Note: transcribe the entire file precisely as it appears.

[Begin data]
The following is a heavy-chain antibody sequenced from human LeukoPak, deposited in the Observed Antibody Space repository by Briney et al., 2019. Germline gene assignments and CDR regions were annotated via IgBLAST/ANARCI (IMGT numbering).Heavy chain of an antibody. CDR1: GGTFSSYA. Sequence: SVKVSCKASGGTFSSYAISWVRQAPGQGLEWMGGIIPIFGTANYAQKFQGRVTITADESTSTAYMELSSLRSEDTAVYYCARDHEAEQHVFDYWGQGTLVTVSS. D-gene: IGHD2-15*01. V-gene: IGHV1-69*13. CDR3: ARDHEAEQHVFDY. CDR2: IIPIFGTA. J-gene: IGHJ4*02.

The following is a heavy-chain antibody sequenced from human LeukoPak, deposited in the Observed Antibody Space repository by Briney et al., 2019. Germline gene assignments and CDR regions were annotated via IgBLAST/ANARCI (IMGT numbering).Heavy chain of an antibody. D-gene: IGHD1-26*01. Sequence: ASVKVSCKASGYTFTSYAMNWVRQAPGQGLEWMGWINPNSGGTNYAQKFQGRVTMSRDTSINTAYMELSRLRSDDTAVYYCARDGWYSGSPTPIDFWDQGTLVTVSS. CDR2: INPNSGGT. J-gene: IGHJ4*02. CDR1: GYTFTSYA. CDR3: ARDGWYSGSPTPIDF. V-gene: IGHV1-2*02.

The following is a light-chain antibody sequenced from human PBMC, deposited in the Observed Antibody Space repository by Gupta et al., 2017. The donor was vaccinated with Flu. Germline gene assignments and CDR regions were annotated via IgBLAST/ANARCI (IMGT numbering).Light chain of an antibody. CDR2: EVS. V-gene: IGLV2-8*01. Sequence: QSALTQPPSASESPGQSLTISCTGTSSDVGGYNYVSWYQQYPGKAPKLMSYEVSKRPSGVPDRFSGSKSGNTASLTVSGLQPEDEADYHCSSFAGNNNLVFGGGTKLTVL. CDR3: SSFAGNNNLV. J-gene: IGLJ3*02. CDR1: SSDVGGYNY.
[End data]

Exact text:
The following is a heavy-chain antibody sequenced from human LeukoPak, deposited in the Observed Antibody Space repository by Briney et al., 2019. Germline gene assignments and CDR regions were annotated via IgBLAST/ANARCI (IMGT numbering).Heavy chain of an antibody. CDR1: GGTFSSYA. Sequence: SVKVSCKASGGTFSSYAISWVRQAPGQGLEWMGGIIPIFGTANYAQKFQGRVTITADESTSTAYMELSSLRSEDTAVYYCARDHEAEQHVFDYWGQGTLVTVSS. D-gene: IGHD2-15*01. V-gene: IGHV1-69*13. CDR3: ARDHEAEQHVFDY. CDR2: IIPIFGTA. J-gene: IGHJ4*02.

The following is a heavy-chain antibody sequenced from human LeukoPak, deposited in the Observed Antibody Space repository by Briney et al., 2019. Germline gene assignments and CDR regions were annotated via IgBLAST/ANARCI (IMGT numbering).Heavy chain of an antibody. D-gene: IGHD1-26*01. Sequence: ASVKVSCKASGYTFTSYAMNWVRQAPGQGLEWMGWINPNSGGTNYAQKFQGRVTMSRDTSINTAYMELSRLRSDDTAVYYCARDGWYSGSPTPIDFWDQGTLVTVSS. CDR2: INPNSGGT. J-gene: IGHJ4*02. CDR1: GYTFTSYA. CDR3: ARDGWYSGSPTPIDF. V-gene: IGHV1-2*02.

The following is a light-chain antibody sequenced from human PBMC, deposited in the Observed Antibody Space repository by Gupta et al., 2017. The donor was vaccinated with Flu. Germline gene assignments and CDR regions were annotated via IgBLAST/ANARCI (IMGT numbering).Light chain of an antibody. CDR2: EVS. V-gene: IGLV2-8*01. Sequence: QSALTQPPSASESPGQSLTISCTGTSSDVGGYNYVSWYQQYPGKAPKLMSYEVSKRPSGVPDRFSGSKSGNTASLTVSGLQPEDEADYHCSSFAGNNNLVFGGGTKLTVL. CDR3: SSFAGNNNLV. J-gene: IGLJ3*02. CDR1: SSDVGGYNY.